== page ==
Acceleration problem

  • Thread starter Nickles
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  • #1
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Homework Statement


hey everyone, i am new here and just a beginner in physics. i am in love with physics although i get stuck at some of the most SIMPLEST things, i think that i over evaluate it too much. I just seriously begun to understand physics.Here is the question : A car starts from rest and accelerates at a constant rate. After traveling a distance of 200m, the speed of the car is 80 km/h. What was the acceleration of the car?


Homework Equations


a= (vf-vi)/ t....i think so


The Attempt at a Solution


i dont know what to do. i am thinking that since acceleration is depending on the time taken, i would convert the 200m and the 80 km/h into the same unit and divide them to get the time taken for it to reach the 80 km/h speed.
after that, i would use that time and the equation above to find the acceleration. i tried and tried and the back of my book says the answer is 1.2 meters per second to fit with the data as the answer to 2 significant figures. i tried over and over and still cant find a method to get it to that answer.
please help and please explain the steps and solutions step by step so that i can fully understand this problem and answer. thank you all i just really started getting into physics and i want to become a physicist but i know that i have a long way to go but i am not going to give up!!
 

Answers and Replies

  • #2
G01
Homework Helper
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Yes, the equation you posted is true, but you aren't given the time. So, it's not much help here.

However, you are given the distance over which you accelerate. Perhaps there is a kinematic equation involving acceleration, distance, but not time? :wink:
 
  • #3
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so are you meaning the equation v squared= u squared + 2as??.........let me try. sometimes i get so mixed up because i dont know which equation t use and i f i do figure which equation to use i sometimes mess it up and cause my answer to be wrong. any tips with this please? thank you............i tried that equation and i still cant get it right
 
  • #4
gneill
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Perhaps you could post how you carried out the calculation with that equation. Then we might be able to see where things are going wrong.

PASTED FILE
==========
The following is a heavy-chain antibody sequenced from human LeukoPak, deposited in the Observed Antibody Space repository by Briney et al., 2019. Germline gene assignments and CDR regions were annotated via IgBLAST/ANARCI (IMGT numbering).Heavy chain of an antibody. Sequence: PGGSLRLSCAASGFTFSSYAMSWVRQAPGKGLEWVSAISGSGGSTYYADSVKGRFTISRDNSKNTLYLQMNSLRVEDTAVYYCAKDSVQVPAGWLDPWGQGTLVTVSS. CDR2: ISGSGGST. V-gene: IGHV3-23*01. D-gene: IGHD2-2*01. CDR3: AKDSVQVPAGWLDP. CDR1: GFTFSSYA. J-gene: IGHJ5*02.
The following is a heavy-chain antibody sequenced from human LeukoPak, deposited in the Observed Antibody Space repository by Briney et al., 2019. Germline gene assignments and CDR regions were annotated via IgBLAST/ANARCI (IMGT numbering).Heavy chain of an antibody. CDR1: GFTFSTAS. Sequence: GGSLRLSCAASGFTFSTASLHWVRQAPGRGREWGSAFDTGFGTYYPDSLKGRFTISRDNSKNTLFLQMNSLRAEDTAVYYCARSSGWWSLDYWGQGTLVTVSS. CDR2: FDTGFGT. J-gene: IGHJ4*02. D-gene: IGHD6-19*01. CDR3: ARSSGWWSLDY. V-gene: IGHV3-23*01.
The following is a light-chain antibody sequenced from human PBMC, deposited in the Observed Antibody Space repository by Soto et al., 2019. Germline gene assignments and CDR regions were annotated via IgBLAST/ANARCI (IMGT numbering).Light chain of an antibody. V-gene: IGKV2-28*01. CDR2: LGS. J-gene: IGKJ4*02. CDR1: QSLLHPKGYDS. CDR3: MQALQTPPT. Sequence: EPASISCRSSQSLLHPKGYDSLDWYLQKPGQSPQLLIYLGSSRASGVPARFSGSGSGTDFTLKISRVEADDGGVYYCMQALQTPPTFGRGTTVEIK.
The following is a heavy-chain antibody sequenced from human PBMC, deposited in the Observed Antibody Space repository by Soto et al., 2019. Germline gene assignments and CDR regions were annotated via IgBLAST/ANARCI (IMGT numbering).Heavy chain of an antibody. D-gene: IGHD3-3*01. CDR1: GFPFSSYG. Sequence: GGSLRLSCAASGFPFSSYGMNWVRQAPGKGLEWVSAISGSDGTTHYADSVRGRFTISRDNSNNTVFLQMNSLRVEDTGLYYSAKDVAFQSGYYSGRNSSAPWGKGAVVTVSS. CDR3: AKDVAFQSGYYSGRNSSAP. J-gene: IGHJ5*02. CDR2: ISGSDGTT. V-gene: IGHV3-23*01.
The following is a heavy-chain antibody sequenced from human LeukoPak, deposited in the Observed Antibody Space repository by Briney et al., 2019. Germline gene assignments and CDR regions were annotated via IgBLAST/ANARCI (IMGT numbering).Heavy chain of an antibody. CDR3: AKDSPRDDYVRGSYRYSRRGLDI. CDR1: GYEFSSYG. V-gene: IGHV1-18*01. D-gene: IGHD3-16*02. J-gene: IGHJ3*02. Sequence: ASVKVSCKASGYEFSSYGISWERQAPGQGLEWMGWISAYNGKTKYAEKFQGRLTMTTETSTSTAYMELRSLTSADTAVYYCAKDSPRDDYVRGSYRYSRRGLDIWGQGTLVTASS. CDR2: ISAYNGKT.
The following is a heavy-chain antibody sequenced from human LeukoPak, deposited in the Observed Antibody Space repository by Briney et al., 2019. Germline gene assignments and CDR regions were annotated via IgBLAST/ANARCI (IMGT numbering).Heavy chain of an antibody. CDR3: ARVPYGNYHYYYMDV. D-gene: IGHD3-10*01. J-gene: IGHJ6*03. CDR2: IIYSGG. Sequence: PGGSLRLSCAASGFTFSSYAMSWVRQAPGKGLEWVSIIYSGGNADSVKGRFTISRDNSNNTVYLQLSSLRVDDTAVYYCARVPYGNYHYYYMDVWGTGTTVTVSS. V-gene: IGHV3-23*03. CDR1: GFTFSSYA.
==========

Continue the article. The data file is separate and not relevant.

• #5
G01
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As gneill said: you need to show your work. How else will we know where you are making a mistake?
 
  • #6
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ALRIGHT

80 x 80= 0 x 0 + 2(a)(200)
6400 = 400 a
a= 16?

the book i has says that the answer is 1.2 metres/second...i dont see where i went wrong or how i went wrong. sorry if this seems so simple but please help. it would be greatly appreciated
 
  • #7
gneill
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ALRIGHT

80 x 80= 0 x 0 + 2(a)(200)
6400 = 400 a
a= 16?

the book i has says that the answer is 1.2 metres/second...i dont see where i went wrong or how i went wrong. sorry if this seems so simple but please help. it would be greatly appreciated
Ah. You're forgetting about the units. The velocity is given in km/hr, the distance in meters. You need to account for the different units. The easiest method might be to convert everything to meters and seconds as base units. What's 80km/hr in m/s ?
 
  • #8
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ok so that would be something like this right?

metres would be 80X 1000= 80000m
seconds would be 60X60 = 3600s

dividing them would give you 22.2 m/s

when i use the equation above i would get

22.2 X 22.2 = 400a
492.84/ 400 = 1.2 metres per second!!!!!!!!!!!!! yea!!!! thank you much !!!!! i truly truly appreciate it, you have no idea how thankful i am
 
  • #9
gneill
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You're quite welcome. Glad to be of service. :smile:
 

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